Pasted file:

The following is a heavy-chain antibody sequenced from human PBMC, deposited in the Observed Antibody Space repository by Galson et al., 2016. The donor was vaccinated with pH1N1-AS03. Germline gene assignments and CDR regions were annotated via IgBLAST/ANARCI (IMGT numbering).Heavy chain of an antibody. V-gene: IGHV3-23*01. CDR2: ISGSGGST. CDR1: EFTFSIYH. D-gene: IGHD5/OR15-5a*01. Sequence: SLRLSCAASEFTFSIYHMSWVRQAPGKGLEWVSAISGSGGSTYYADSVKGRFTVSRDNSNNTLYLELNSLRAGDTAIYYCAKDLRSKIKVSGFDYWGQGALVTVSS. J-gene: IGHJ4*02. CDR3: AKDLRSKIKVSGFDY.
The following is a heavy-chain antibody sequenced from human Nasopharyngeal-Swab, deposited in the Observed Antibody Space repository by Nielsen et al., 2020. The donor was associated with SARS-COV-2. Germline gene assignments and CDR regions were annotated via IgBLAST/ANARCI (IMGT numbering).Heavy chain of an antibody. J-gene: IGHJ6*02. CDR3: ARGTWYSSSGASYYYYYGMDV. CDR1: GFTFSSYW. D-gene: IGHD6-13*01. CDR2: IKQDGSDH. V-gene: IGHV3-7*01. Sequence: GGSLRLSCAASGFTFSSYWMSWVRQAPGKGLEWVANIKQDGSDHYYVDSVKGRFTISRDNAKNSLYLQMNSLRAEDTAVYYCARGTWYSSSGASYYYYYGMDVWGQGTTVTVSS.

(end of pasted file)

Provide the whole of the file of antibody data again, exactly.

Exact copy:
The following is a heavy-chain antibody sequenced from human PBMC, deposited in the Observed Antibody Space repository by Galson et al., 2016. The donor was vaccinated with pH1N1-AS03. Germline gene assignments and CDR regions were annotated via IgBLAST/ANARCI (IMGT numbering).Heavy chain of an antibody. V-gene: IGHV3-23*01. CDR2: ISGSGGST. CDR1: EFTFSIYH. D-gene: IGHD5/OR15-5a*01. Sequence: SLRLSCAASEFTFSIYHMSWVRQAPGKGLEWVSAISGSGGSTYYADSVKGRFTVSRDNSNNTLYLELNSLRAGDTAIYYCAKDLRSKIKVSGFDYWGQGALVTVSS. J-gene: IGHJ4*02. CDR3: AKDLRSKIKVSGFDY.
The following is a heavy-chain antibody sequenced from human Nasopharyngeal-Swab, deposited in the Observed Antibody Space repository by Nielsen et al., 2020. The donor was associated with SARS-COV-2. Germline gene assignments and CDR regions were annotated via IgBLAST/ANARCI (IMGT numbering).Heavy chain of an antibody. J-gene: IGHJ6*02. CDR3: ARGTWYSSSGASYYYYYGMDV. CDR1: GFTFSSYW. D-gene: IGHD6-13*01. CDR2: IKQDGSDH. V-gene: IGHV3-7*01. Sequence: GGSLRLSCAASGFTFSSYWMSWVRQAPGKGLEWVANIKQDGSDHYYVDSVKGRFTISRDNAKNSLYLQMNSLRAEDTAVYYCARGTWYSSSGASYYYYYGMDVWGQGTTVTVSS.